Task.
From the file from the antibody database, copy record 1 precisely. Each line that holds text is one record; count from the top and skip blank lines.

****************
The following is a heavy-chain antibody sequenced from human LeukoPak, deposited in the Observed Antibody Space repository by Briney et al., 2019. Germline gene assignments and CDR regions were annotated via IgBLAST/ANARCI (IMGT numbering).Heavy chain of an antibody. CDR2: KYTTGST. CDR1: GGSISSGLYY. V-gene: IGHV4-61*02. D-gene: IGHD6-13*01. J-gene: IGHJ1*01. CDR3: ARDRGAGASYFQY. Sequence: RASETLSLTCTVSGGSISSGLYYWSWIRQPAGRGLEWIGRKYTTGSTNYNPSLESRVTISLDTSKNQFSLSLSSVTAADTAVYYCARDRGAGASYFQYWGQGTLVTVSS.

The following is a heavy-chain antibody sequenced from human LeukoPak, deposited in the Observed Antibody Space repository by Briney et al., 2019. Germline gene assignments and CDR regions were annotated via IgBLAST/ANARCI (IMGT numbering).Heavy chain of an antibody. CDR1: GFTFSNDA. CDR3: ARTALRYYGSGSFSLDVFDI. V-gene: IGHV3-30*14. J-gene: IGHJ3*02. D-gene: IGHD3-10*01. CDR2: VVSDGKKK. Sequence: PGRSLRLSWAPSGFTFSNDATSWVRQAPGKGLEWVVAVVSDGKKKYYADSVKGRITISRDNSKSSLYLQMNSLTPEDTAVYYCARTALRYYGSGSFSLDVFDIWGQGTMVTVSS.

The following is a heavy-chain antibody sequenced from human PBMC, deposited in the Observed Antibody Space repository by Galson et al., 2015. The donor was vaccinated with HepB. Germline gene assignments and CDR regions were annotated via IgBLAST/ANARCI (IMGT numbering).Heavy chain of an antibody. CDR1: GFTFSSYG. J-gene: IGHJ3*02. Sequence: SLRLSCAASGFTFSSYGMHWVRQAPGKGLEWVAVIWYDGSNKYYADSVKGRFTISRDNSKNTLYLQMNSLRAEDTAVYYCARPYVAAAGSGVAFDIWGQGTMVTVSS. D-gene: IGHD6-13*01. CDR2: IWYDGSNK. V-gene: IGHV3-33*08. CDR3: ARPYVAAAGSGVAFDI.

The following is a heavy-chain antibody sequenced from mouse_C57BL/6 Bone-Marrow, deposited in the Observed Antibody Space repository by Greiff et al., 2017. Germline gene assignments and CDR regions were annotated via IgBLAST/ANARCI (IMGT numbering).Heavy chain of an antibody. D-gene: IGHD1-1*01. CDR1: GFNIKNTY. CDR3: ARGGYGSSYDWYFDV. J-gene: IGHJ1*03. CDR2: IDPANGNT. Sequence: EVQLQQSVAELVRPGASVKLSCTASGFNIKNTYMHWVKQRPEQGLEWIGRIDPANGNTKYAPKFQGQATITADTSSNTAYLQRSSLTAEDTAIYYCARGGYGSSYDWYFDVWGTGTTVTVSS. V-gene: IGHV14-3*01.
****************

The following is a heavy-chain antibody sequenced from human LeukoPak, deposited in the Observed Antibody Space repository by Briney et al., 2019. Germline gene assignments and CDR regions were annotated via IgBLAST/ANARCI (IMGT numbering).Heavy chain of an antibody. CDR2: KYTTGST. CDR1: GGSISSGLYY. V-gene: IGHV4-61*02. D-gene: IGHD6-13*01. J-gene: IGHJ1*01. CDR3: ARDRGAGASYFQY. Sequence: RASETLSLTCTVSGGSISSGLYYWSWIRQPAGRGLEWIGRKYTTGSTNYNPSLESRVTISLDTSKNQFSLSLSSVTAADTAVYYCARDRGAGASYFQYWGQGTLVTVSS.